and HR applications.
At this year’s Oracle OpenWorld conference, Unisys is in the exhibit hall discussing a joint engineering program with Microsoft and Oracle to certify Oracle’s 10g database and many of its business applications on Microsoft’s Windows Server 2003 platform. The results will mean fewer interoperability issues for Unisys ES7000 server customers running Oracle in a Windows environment, according to Unisys.
One of the program’s early participants was the Calgary Co-Op, which runs an ES7000 with 24 processors and an eight-way partition. A few years ago, the Co-Op was moving off its mainframe and into a client-server environment, with servers running on Unixware 7. Many of its applications, however, including its point-of-sale and its pharmacy system, were on Windows.
“We were having some crashes and some strange things happening — things that weren’t talking to each other,” said Debb McClaren, Calgary Co-Op’s manager of information services infrastructure, in a telephone interview. “We may have been one of the drivers (for the partnership) by pulling them all together.”
Unisys helped orchestrate an on-site meeting of both vendors, McClaren said, which lead to better integration of the Oracle applications on the Windows-based systems. This was in 2001, and the two camps were butting heads, she said.
“Oracle was still really not happy with anybody going on to Windows,” she said. “It was a mind-set change.”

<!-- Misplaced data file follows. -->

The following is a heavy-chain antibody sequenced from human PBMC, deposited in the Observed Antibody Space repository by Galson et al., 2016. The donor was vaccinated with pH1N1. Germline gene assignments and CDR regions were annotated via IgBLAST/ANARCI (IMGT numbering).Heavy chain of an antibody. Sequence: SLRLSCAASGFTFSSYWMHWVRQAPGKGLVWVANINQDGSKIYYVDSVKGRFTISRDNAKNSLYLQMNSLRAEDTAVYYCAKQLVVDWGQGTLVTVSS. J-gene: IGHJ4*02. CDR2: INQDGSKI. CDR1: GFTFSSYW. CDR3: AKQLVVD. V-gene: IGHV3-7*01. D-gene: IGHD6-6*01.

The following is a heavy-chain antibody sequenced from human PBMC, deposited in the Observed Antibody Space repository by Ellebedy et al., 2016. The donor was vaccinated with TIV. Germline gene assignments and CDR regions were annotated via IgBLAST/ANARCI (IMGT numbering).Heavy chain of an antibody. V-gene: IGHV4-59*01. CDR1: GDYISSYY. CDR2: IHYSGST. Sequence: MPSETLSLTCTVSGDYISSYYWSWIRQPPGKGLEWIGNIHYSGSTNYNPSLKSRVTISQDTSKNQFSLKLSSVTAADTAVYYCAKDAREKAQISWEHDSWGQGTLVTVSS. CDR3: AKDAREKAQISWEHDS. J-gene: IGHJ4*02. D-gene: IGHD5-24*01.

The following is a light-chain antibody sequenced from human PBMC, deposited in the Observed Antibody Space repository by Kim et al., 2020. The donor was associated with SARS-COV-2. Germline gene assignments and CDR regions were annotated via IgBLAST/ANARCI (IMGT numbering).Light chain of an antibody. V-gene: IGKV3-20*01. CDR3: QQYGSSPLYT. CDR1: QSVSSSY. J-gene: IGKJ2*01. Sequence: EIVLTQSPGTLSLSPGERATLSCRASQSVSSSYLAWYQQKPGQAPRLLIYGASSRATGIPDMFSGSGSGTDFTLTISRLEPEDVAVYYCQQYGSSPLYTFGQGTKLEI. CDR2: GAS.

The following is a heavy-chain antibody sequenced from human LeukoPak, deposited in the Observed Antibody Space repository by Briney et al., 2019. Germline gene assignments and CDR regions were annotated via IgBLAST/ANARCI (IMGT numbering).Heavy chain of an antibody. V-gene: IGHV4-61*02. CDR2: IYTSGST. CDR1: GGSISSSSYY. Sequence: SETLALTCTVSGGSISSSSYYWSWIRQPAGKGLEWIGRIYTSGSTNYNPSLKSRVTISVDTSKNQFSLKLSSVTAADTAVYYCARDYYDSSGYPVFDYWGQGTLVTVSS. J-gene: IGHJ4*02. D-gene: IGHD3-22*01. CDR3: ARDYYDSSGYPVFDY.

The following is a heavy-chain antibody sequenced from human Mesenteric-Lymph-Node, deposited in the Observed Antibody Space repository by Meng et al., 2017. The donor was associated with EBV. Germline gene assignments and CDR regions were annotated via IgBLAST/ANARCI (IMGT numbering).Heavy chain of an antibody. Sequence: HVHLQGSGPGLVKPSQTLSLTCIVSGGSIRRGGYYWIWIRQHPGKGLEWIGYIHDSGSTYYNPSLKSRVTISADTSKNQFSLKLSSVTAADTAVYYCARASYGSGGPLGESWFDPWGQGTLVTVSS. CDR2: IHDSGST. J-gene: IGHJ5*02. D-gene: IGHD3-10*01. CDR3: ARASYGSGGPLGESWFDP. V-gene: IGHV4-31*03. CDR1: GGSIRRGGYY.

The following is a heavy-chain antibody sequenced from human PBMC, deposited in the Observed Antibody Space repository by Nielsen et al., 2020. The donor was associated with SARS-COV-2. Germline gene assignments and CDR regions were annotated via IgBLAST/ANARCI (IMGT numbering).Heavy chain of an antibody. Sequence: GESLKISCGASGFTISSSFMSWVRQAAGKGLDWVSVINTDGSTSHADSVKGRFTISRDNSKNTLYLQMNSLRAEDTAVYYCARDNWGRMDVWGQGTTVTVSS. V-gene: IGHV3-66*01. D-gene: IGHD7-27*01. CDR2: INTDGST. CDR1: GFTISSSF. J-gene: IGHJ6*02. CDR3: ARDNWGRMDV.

Since then, McClaren said the system has been running much more smoothly, and the Co-Op, which retails grocery, pharmacy, petroleum, liquor and travel from twenty shopping locations, has been rolling out many Oracle E-Business Suite modules, including accounts payable, general ledger and cash management. The HR module is expected to take six to eight months, she said, now that the firm has successfully rolled out the payroll application.
“Oracle had to make quite a few changes – mostly around government regulations and the different ways they do things in the States,” she said. “I think we must have been one of the first Canadian organizations to do that. But because of that, that project took twice as long.”
Tom Manter, Unisys’s program director for enterprise database applications, said the company has been bridging the Oracle/Microsoft divide for years, but more recently has been working to make those mixed environments more scaleable. A number of its customers, he said, are moving off RISC-based systems and onto the Oracle platform.
“These are 64-bit computing environments, and Oracle just gives better performance on Itanium 2 (processors),” he said. “With 32-bit processing it was a different story, because Oracle tends to be a memory-hungry database.”
McClaren said the HR rollout will help automate what are largely manual files, allowing the Co-Op to archive changes related to its employees.
“We’d never really had great access to that before. With 3,800 active employees, it’s just really hard to manage manually,” she said.
Unisys is announcing a number of other customers who have benefited from the integration work, including Wetherill Associates and the Nevada Department of Public Safety. Manter said the company is not confining its efforts to its installed base, however. “At least 60 per cent of our deployments are with new users,” he said. “And 25 per cent of those are moving off RISC.”
Oracle and Unisys also plan to launch a global seminar series about migrating Oracle applications on to Intel-based systems. OpenWorld concluded on Thursday.